5. Restored 316– Price $75, but you also need Genesis framework ($59.95). This is another place I highly recommend. I have a ton of blogger friends who use their themes and love them.
6. Pretty Darn Cute–Price: $49.99-$75.00, but you also need Genesis framework ($59.95). This is the final place I recommend. I have a few friends (this is a smaller company) who have gone with them and have been very happy.
Wordpress Resources & Plug-Ins
Getting WordPress set and your blog set-up is just the first step in a successful blog. The next step is often finding out which plug-ins work and which you don’t need. Here are the ones I’ve found particularly useful and/or have been recommended by others.
~Also check out “20 Free (or almost free) WordPress Plug-ins” by Ruth Soukup.
1. WordFence. Price- Free for basic, 8.25/month for premium. This is for security for your website. Don’t think you’re too small to get hacked. I thought that. I was wrong.
2. Vaultpress. Price- $39/year for personal (which includes small businesses). This is for backups. They have a fabulous back-up system and are very responsive to any requests for help. I pay the free rather than use a free plug-in simply for their customer service and how easy it is to access backups.
3. Simple Share Buttons. FREE. I use this for social sharing and love it. You can customize which networks are shown and the counts seem pretty accurate.
4. Social Warfare. Price: FREE for basic, $29/year for pro. This is a widely used one, but they have been having a lot of bug issues lately. Despite that, this is the most popular plug-in for social share buttons you’ll run across.
5. WP Recipe Maker. FREE. For food bloggers to input your recipe. I recommend this one because it updates its fields every time Google does so that your recipes are optimized for Google.
6. Askimet Anti-spam. Price: name your price (literally, you can input what you want to pay). I LOVE this for keeping out spam content.
7. Smush. Price: FREE for basic. Reduce your image sizes automatically by installing this plug-in. While I reduce them on my computer as much as possible, I also have this plug-in.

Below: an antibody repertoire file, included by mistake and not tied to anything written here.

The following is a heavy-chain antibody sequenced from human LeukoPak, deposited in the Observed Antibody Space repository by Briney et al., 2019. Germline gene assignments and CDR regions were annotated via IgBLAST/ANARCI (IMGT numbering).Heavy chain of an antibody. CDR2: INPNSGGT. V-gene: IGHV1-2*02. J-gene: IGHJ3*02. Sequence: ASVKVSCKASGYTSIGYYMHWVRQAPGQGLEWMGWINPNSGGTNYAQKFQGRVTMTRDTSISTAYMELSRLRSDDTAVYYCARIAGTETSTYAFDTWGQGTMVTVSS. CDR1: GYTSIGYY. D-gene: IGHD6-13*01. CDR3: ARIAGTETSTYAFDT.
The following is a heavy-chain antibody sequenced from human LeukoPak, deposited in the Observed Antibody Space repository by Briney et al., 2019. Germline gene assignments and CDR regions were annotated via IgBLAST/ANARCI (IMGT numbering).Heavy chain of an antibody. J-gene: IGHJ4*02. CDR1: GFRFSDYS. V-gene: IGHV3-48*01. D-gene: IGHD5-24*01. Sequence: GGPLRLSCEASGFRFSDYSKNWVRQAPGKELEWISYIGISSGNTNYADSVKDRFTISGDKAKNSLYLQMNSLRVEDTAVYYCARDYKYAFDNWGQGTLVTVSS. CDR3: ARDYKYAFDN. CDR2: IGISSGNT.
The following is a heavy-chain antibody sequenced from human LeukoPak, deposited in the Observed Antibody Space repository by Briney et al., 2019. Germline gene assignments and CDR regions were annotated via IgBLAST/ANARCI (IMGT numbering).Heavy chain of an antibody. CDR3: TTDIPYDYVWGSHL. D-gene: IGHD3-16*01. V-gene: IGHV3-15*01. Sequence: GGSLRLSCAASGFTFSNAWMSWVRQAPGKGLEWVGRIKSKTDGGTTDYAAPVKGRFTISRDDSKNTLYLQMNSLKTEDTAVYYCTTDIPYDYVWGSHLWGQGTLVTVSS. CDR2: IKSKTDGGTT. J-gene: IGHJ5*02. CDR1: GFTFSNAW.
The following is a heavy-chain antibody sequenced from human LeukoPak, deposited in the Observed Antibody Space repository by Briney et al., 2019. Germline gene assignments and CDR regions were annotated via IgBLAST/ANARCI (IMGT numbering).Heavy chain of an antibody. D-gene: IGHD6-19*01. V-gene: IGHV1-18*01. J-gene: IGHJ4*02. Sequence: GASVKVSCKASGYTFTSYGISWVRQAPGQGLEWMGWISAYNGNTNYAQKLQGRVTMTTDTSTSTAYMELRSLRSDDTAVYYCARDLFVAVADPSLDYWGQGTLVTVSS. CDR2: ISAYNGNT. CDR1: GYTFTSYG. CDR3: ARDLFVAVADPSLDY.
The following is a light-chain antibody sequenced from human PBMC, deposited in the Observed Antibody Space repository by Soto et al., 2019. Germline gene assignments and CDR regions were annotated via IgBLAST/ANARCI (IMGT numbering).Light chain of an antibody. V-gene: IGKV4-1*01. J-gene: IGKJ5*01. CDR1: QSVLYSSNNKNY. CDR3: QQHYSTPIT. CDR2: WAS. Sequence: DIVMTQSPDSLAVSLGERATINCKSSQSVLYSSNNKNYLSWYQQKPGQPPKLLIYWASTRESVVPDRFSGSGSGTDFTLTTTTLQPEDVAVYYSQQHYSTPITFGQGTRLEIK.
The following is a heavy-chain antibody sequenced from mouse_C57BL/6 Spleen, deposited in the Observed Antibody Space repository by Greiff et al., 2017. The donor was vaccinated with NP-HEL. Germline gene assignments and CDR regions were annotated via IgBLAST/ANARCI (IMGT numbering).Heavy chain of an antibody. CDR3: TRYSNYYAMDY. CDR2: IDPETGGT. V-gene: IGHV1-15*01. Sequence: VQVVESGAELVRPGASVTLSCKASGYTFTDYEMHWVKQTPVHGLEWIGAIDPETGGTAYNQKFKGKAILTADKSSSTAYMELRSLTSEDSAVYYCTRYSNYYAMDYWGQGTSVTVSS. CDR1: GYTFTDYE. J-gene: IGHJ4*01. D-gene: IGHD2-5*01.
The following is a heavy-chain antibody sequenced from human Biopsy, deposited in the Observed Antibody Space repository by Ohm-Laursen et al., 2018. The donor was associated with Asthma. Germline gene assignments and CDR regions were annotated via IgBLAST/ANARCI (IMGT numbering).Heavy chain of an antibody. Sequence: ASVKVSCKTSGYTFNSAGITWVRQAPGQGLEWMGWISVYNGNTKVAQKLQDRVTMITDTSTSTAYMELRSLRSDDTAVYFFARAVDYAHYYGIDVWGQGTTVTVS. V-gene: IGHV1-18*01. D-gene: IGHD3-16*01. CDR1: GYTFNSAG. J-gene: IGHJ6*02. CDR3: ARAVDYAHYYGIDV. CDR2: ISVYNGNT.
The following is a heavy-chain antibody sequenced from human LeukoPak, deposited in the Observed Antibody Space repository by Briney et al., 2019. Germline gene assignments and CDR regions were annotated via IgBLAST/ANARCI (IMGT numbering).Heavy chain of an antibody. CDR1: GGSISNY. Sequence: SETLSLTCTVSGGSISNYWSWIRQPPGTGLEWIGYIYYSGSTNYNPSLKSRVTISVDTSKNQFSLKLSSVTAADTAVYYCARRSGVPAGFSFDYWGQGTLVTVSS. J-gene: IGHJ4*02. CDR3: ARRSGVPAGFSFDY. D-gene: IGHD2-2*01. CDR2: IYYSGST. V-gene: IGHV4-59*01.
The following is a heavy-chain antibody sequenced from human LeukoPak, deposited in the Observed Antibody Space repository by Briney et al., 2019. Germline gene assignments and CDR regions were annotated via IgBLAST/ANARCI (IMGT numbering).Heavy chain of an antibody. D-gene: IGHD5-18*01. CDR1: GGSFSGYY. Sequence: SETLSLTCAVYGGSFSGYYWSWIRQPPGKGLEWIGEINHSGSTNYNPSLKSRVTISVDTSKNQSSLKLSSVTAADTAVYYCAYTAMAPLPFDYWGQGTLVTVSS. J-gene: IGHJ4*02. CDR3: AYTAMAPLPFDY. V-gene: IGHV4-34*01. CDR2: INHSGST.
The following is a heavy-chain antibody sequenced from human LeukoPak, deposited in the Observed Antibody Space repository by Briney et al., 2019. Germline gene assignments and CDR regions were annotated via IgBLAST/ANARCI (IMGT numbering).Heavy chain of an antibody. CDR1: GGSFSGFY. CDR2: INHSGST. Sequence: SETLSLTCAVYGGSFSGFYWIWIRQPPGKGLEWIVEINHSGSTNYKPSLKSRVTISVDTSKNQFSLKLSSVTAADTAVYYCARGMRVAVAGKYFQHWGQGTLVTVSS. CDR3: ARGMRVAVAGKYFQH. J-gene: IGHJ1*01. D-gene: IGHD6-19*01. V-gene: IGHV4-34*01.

8. Yoast. Price: FREE for basic, $89/annual for premium. This is THE industry standard for SEO optimization.
11. Click to Tweet. FREE. Plug-in allows you to put in a message for your readers to tweet.
Yes, Google is taking over the world. In fact, they have so many tools that they’ve earned their own section in this post.
1. Analytics. FREE. You want Google Analytics. Trust me. There are entire courses out there built around the amount of information you can gather from Google Analytics. If you’re just starting out, just install in. You can dive into the data later when you have some traffic.
2. Adsense. FREE. Your first ad income will probably come from Google Adsense. They have no minimum traffic requirements and it’s fairly easy to install. (It used to be easier, but they got rid of the plug-in that did such a fabulous job). It’s free to sign-up for Adsense. I’ve had blogs with zero traffic approved. In fact, I just started a new one that got approved (Walk Into the Bible).
3. Page Speed Insights. FREE. See how fast your site is running and what can be improved. Make sure you check a couple other sites too so you have something to compare against.
4. This isn’t Google…but since we were talking about page speeds. GTMetrix does speed test analyzing. FREE.
5. Google Search Console. FREE. See what keywords you’re already ranking for as well as impressions and a ton of other information.
6. Surveys and forms. FREE. Survey your audience and see what they need/think/want/etc. I used their survey before creating my first product, Life Organized, and gathered a TON of useful information. Or set-up a form to collect required information.
7. Again, this isn’t google…but while we’re talking about surveys. SurveyMonkey. FREE- $37/month, depending on what you all need.
8. Google Drive. FREE. If you use the survey above, it will save it to your Google drive. Some people also share spreadsheets, etc. via Google Drive.
9. Basic Google Search. FREE. If you’re looking for something to link a post to (you should be interlinking all your post), just pick a keyword and type “site:YOURSITEURL KEYWORD” into the search box. It will pull up everything on your site related to that keyword. You might find a perfect post to cross-link to.
10. Google Trends. FREE. If you write current events or want to link a post to a current trending event, this is where to go to see what the world is searching for.
(If you’re looking for the Google Keyword Planner, it’s down in the section on “Writing Blog Posts”).
1. Beginner’s Guide to Branding Your Blog. FREE. Resource on exactly what branding is and how to do it.
2. Moz Domain Authority Link Checker. FREE for 10 checks per month. Check your DA, gets stats related to DA, etc.
3. Paletton– The Color Scheme Designer. FREE. Use to help set up your design/theme colors. Tool allows you to pick base color, then experiment with various options to find colors that work together. An amazing tool and completely free.
4. Beauty Color Code. FREE. Click on any color to see complimentary, analogous, triadic, tints, shades, and more.
5. Mudcube. FREE. More fun to play with than with actually generating a color scheme. But still fun to see color groups.
Productivity & Organization:
1. Microsoft OneNote. FREE for Mac users, not sure about Windows. I use OneNote as my digital notebook to keep a ton of stuff organized.